Guest post written by Raquel Begleiter, Research Associate for the Dumbarton Oaks Medieval Library (DOML)
Libraries, books, papyrus fragments—these are a few of my favorite things. The value of each has always been obvious to me as a researcher. Until recently, though, I did not realize that archives and well-executed archival practices can also serve as invaluable tools for research.
I arrived at Dumbarton Oaks in the summer of 2012, weeks after completing my Master of Studies in Greek and Latin Languages and Literature at Corpus Christi College in Oxford. My job title, Research Associate to the Director, gave few clues as what I would be doing day-to-day. While my main responsibilities center around managing the Dumbarton Oaks Medieval Library (established in 2010), as a Research Associate I have had the opportunity to lend a hand with Dumbarton Oaks Director Jan Ziolkowski’s own research projects. The largest and most exciting of these is a book provisionally entitled, “The Medieval Jongleur of Our Lady, Tumbling into Modernity.”
Right away, I began receiving items to scan for the project, affectionately referred to as the “Juggler.” Some mornings I would retrieve a small book, a photograph, or a pamphlet from the Director’s Office. Other days it would be a coin in need of photographing, or an oversized opera poster. The more delicate and fragile the object, the faster I tried to make the scan or photograph, so as return it to Jan for safe(r)keeping. Leaving an 18th century leather-bound volume in my unlocked office on the shelf with my Latin Grammar and piles of printed translation drafts seemed not only wrong, but also unsafe. I suspected that these materials were just as vulnerable to loss or damage on another bookshelf; shuttling books back to the Director’s Office pushed the issue out of sight for a time, but not out of mind.
New deliveries appeared at a slow but steady rate in the months that followed. At the time I was not aware that Jan had been collecting juggler paraphernalia for years already. Before long his office was overwhelmed by the influx, and he asked that I store some of the items in my own office on the Mezzanine. The stacks of postcards, old books, posters, newspaper clippings, and photographs on my bookshelves grew rapidly, and with them grew my anxiety. While I knew next to nothing about archival standards, I knew that my office would likely meet none of them.
Luckily we have wonderful resources for the archival novice at the Dumbarton Oaks Archives (DOA), Image Collections and Fieldwork Archives (ICFA), and Research Library. James Carder (DOA Archivist and House Collection Manager), Rona Razon (ICFA Archivist), Jessica Cebra (ICFA Departmental Assistant), and Toni Stephens (Library Assistant) were all generous with their time and advice as I tried to develop an appropriate storage system for the growing hoard in my office. I learned that office or regular plastic sleeves were to be avoided at all costs, and that my ordinary manila folders were tinged with noxious acid, which can eventually damage the items it touches. Rona shared her hefty catalogs of archival supplies with me, and I made my selections guided by a very helpful and patient sales associate, who explained the difference between buffered and un-buffered tissue paper. Tucking books into cozy acid-free boxes on beds of tissue was a great relief once I received my sizable shipment from Gaylord Archival Products.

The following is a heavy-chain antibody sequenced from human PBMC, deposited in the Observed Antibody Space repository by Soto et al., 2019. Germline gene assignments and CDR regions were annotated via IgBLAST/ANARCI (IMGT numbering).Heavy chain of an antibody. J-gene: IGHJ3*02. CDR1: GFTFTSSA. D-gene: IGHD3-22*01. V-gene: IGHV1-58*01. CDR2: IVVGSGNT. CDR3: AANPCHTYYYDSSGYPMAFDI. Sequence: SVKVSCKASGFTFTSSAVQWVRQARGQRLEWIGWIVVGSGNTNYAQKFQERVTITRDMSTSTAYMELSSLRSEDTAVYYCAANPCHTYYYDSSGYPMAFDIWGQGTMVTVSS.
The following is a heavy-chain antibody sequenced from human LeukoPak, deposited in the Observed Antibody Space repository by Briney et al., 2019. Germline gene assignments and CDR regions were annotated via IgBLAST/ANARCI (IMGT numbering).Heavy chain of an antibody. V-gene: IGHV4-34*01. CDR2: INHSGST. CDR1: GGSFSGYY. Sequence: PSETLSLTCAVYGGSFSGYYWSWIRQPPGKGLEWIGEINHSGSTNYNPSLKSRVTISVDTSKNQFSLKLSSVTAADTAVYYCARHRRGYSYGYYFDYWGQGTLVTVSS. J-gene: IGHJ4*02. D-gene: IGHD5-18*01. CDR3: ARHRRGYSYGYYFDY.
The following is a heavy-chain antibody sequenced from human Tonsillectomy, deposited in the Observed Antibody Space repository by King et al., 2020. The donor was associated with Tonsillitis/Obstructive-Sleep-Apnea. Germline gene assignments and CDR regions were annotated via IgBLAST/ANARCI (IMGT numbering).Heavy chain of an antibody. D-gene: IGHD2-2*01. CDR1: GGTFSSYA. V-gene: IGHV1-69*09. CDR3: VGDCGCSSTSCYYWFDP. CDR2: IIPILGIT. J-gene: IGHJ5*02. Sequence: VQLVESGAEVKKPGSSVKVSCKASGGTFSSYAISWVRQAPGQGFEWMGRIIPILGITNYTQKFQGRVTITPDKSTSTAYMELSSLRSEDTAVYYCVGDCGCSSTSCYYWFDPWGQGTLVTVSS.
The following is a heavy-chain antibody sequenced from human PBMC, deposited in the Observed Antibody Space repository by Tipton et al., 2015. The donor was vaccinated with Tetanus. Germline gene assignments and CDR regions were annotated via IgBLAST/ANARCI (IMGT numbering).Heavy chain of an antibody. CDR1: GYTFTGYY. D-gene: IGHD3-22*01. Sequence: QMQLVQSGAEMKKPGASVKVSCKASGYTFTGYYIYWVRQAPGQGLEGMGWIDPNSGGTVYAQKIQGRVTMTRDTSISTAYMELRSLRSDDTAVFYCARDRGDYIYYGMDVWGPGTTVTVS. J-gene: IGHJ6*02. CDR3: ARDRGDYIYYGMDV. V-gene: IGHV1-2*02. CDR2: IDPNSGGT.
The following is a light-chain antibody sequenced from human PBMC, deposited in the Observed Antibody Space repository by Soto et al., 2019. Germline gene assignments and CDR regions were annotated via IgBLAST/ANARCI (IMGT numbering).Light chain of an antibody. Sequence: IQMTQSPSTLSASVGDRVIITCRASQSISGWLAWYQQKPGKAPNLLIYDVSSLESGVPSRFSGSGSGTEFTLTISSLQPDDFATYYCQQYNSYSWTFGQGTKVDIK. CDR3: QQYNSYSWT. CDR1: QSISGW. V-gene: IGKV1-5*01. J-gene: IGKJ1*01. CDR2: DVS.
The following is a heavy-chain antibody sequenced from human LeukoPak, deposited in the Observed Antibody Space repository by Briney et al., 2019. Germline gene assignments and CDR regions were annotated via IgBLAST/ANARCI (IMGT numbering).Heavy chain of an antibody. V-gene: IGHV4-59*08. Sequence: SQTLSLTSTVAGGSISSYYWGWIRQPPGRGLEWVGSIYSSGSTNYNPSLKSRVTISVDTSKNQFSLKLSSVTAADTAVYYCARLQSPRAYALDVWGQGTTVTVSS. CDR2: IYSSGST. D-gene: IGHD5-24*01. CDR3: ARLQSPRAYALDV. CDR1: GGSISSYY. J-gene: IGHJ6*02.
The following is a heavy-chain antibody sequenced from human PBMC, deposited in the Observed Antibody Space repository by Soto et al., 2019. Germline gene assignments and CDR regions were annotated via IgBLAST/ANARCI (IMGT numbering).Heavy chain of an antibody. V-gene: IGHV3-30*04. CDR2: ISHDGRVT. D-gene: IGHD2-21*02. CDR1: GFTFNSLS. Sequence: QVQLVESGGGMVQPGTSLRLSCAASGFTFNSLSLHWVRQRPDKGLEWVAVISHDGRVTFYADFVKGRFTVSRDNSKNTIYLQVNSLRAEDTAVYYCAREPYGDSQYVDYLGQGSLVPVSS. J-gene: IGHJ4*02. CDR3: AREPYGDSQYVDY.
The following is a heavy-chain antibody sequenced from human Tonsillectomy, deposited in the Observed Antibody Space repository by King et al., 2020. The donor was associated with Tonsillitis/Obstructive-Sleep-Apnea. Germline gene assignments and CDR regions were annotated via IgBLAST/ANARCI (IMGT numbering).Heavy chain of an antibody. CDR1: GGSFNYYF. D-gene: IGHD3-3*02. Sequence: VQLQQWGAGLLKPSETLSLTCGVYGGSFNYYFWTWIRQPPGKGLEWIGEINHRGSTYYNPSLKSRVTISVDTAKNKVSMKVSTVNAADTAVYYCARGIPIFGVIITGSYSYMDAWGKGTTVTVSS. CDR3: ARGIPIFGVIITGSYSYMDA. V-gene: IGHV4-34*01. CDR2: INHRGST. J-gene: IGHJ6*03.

But, as I soon learned, proper storage is only half the battle. I now have so much more respect for archivists and librarians, who bring order to the chaos of their varied collections. It was simple enough to put postcards in archival folders and small books into boxes. Each postcard, for example, has an identifying figure number assigned by Jan. This figure number is penciled onto the folder that holds the postcard, and is noted in the digital file name. The figure number and location of the folder are then recorded in a handy spreadsheet.
Things got more complicated, though, when there were several figures drawn from a single book, or two images accidentally assigned the same number. Almost weekly I had to tweak my method of documentation. It turns out that the metadata for each image should be distinct enough to allow you to distinguish between all depictions of Mary Garden:
I realized the importance of noting the type of source, be it photograph, frontispiece, title page, or postcard. I grew resentful of the many children’s books printed without page numbers.
This is a page from Gawain and the Green Knight by Mark Shannon and David Shannon, published in 1994.
Anyone with the slightest archival experience will think all of this painfully obvious. If you had asked me, “Do you think it is important to document a figure’s source, the source’s location, and the figure’s identifying number?” I would have responded immediately, “Yes! A thousand times, yes!” But organizing an ever expanding mountain of materials of all sizes, ages, and conditions in a useful way is far more challenging and enlightening than I ever imagined.
Soon I will be able to quickly and efficiently ascertain how many stamps we have gathered, or how many cathedrals are depicted across all categories in our eclectic collection. In the process of archiving, I have noticed imagery patterns that I may not otherwise have detected, and I have caught small, but significant errors in my records. I still I enter new metadata daily, and I am still incorporating new arrivals. It still makes me nervous that so many beautiful and rare materials are living next door (I colonized a spare office), but an archive is not equivalent to a locked storage unit across town or a safe-deposit box. There is value in the process of archiving, not just for this project, but perhaps for yours too.